8. Tiny Treasures

In many homes, there is one space that doesn't seem to serve a purpose. The tiny room with slanted walls on the top floor or the teeny space below the stairs is often used for storage. If you can convert these areas to usable space, you have one more feature to add value to your home. If you can fit a comfy chair and install some shelves filled with books you've created a library. Add a chair and a computer to a closet with a waist high shelf and you have an office nook. Install wall shelves in any open corner in the bathroom to stylishly store linens. Every space has the potential to be a selling point. Contact me for an individual consultation to help your home reach its potential.

9. Selling with Kids

When you have kids and a home for sale, maintaining a buyer friendly environment can be challenging. Give yourself one full day to declutter for every room in your home. After you've finished, put as many things in storage as possible, especially large children’s toys. Anything that you can do without for a few months should be gone. For things that are staying, create an organization system. Plastic storage bins that stack are perfect for accessing and stowing toys quickly. If you have a diaper changing station, work to make it as minimalistic as possible. Put the diapers, wipes, and other necessities in a nearby drawer so they're out of sight. Use baby blankets and stuffed animals to add color to the room, but again, less is more. Contact me for a personal consultation to help simplify this delicate procedure.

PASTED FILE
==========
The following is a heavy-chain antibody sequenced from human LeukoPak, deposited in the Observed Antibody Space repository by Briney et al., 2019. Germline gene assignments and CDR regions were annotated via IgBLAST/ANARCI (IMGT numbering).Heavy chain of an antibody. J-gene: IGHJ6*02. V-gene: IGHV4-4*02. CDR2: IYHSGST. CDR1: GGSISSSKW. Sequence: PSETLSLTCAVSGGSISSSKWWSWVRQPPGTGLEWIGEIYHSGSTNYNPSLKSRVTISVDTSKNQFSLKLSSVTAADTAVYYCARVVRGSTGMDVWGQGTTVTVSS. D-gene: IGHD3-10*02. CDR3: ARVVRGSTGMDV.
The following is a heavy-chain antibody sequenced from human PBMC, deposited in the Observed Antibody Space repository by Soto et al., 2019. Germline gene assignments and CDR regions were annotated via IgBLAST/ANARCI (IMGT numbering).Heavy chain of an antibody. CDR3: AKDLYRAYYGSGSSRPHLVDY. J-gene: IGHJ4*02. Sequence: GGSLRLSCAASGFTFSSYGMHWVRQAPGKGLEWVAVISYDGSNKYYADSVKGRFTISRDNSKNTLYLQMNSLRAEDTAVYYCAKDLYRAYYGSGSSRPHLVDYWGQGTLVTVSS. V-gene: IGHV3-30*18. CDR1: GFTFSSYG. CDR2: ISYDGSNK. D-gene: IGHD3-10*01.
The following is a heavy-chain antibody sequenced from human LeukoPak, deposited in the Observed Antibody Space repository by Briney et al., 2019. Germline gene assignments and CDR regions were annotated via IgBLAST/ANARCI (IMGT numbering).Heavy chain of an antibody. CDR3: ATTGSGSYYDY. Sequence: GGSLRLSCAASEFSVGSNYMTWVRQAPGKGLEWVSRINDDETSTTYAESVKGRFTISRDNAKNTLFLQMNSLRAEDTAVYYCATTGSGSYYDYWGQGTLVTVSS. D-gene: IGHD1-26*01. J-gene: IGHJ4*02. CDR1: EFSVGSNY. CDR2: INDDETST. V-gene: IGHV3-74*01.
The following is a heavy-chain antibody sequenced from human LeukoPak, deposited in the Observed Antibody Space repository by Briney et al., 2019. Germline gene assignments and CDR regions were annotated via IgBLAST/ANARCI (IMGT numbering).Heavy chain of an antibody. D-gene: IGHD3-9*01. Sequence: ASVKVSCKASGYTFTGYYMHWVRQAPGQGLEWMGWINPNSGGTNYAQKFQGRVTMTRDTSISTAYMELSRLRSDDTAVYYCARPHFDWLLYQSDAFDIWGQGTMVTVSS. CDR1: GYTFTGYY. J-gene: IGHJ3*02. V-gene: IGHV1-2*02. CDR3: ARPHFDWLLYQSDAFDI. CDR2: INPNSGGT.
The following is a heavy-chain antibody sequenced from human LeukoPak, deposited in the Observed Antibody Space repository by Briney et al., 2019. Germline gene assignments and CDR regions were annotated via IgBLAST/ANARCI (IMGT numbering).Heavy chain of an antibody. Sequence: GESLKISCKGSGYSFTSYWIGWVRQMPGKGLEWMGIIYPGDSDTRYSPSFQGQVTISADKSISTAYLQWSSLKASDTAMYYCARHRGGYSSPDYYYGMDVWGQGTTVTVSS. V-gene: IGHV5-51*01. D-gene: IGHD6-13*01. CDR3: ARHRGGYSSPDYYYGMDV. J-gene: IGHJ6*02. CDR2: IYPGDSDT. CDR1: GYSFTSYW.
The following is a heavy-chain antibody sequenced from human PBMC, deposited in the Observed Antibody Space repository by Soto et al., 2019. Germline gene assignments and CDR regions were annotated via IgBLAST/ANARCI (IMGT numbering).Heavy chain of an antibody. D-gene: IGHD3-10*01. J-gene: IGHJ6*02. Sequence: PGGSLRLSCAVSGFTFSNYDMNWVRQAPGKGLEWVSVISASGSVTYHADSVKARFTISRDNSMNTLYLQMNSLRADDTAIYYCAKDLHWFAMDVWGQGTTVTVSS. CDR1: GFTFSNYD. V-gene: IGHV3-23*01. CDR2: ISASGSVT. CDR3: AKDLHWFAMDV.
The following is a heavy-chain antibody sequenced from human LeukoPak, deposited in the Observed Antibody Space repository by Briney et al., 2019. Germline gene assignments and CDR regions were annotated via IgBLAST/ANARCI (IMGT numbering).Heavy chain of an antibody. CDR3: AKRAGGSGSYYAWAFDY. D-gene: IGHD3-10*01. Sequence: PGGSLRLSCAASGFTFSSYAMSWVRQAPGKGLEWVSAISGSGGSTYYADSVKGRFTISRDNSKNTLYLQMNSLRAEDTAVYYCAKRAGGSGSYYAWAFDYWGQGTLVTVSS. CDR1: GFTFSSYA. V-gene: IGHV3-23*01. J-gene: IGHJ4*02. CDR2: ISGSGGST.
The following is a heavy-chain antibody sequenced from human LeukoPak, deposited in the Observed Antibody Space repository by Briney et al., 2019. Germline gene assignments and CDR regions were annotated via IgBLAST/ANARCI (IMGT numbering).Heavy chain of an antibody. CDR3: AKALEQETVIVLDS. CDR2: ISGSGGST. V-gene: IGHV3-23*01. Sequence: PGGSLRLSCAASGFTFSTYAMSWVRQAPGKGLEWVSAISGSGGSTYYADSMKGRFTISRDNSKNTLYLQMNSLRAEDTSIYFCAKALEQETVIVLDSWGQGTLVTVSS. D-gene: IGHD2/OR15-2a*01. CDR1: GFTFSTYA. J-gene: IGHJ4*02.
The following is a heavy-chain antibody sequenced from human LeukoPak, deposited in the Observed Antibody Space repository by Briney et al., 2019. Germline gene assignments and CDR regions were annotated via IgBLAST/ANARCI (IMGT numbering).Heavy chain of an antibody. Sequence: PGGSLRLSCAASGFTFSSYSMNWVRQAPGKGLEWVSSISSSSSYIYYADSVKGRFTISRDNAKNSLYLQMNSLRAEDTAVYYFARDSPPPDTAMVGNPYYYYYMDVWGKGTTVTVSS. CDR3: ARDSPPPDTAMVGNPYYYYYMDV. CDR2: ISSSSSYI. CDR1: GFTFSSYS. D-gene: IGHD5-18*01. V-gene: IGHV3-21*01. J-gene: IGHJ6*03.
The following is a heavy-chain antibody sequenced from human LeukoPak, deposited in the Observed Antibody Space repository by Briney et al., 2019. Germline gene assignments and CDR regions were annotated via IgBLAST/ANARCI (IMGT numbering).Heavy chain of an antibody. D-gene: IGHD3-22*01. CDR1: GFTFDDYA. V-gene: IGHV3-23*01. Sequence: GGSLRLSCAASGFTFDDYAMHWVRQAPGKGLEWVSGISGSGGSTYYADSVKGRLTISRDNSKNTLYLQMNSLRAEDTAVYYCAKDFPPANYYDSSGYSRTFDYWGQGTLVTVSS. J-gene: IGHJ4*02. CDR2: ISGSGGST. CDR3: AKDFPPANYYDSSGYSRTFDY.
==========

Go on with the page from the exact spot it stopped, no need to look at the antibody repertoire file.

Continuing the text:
Lisa's Staging Tips - Where to start?

Many of us, myself included, believe the way we decorate our home is what everyone else is going to love!  Well, unless you decorate like Joanna Gains with Fixer Upper (trend setter of the year),  I am not too sure that is the case. There are so many small details to look at when preparing your personal home to become someone else’s dream home. Pictures create the desire to buy in this day and age, online shopping has become a house hold staple; shopping for food, clothes, gifts, and housing can be done with the click of a mouse. In order for you to stand out above the rest in this fast paced market and get top dollar for your asset, staging presentation is key! Here are some Do’s and Don’ts to get you started with the listing process: 


  • Make sure all lightbulbs work throughout; if they are exposed, they should match in color and strength
  • Clear kitchen counters of all usual utensils and gadgets
  • Keep bathroom floors clear of rugs and remove toilet seat covers 


  • Don’t choose a paint color that is too bright or too dark or stark white
  • Don’t update light fixtures with high end lighting unless you are willing to leave them with the property upon sale
  • Don’t leave the closets without doors